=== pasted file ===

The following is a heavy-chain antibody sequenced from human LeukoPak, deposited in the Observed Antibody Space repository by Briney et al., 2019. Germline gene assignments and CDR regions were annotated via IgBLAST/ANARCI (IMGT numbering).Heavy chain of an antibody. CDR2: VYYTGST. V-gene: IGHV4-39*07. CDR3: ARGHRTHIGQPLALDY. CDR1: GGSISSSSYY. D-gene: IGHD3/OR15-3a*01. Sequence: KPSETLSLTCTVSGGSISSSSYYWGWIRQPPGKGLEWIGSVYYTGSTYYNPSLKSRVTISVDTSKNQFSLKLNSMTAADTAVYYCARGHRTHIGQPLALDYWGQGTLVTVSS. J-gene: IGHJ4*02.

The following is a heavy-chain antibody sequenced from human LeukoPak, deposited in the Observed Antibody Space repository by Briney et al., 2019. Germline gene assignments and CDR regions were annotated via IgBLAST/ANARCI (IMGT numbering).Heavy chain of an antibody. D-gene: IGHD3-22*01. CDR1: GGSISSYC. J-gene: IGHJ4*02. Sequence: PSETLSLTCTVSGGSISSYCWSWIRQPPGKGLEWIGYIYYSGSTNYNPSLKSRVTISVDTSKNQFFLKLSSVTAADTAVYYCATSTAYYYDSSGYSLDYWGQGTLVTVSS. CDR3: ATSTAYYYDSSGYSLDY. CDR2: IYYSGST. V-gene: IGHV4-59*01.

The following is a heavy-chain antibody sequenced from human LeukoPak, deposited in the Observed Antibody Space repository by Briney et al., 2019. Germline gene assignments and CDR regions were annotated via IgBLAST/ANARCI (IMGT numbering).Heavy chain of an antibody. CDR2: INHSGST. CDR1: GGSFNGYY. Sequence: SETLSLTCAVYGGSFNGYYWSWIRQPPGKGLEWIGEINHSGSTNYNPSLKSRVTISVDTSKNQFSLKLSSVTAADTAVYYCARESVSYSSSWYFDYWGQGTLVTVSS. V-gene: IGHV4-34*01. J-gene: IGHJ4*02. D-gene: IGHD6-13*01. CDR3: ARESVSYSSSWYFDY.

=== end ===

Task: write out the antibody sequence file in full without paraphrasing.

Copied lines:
The following is a heavy-chain antibody sequenced from human LeukoPak, deposited in the Observed Antibody Space repository by Briney et al., 2019. Germline gene assignments and CDR regions were annotated via IgBLAST/ANARCI (IMGT numbering).Heavy chain of an antibody. CDR2: VYYTGST. V-gene: IGHV4-39*07. CDR3: ARGHRTHIGQPLALDY. CDR1: GGSISSSSYY. D-gene: IGHD3/OR15-3a*01. Sequence: KPSETLSLTCTVSGGSISSSSYYWGWIRQPPGKGLEWIGSVYYTGSTYYNPSLKSRVTISVDTSKNQFSLKLNSMTAADTAVYYCARGHRTHIGQPLALDYWGQGTLVTVSS. J-gene: IGHJ4*02.

The following is a heavy-chain antibody sequenced from human LeukoPak, deposited in the Observed Antibody Space repository by Briney et al., 2019. Germline gene assignments and CDR regions were annotated via IgBLAST/ANARCI (IMGT numbering).Heavy chain of an antibody. D-gene: IGHD3-22*01. CDR1: GGSISSYC. J-gene: IGHJ4*02. Sequence: PSETLSLTCTVSGGSISSYCWSWIRQPPGKGLEWIGYIYYSGSTNYNPSLKSRVTISVDTSKNQFFLKLSSVTAADTAVYYCATSTAYYYDSSGYSLDYWGQGTLVTVSS. CDR3: ATSTAYYYDSSGYSLDY. CDR2: IYYSGST. V-gene: IGHV4-59*01.

The following is a heavy-chain antibody sequenced from human LeukoPak, deposited in the Observed Antibody Space repository by Briney et al., 2019. Germline gene assignments and CDR regions were annotated via IgBLAST/ANARCI (IMGT numbering).Heavy chain of an antibody. CDR2: INHSGST. CDR1: GGSFNGYY. Sequence: SETLSLTCAVYGGSFNGYYWSWIRQPPGKGLEWIGEINHSGSTNYNPSLKSRVTISVDTSKNQFSLKLSSVTAADTAVYYCARESVSYSSSWYFDYWGQGTLVTVSS. V-gene: IGHV4-34*01. J-gene: IGHJ4*02. D-gene: IGHD6-13*01. CDR3: ARESVSYSSSWYFDY.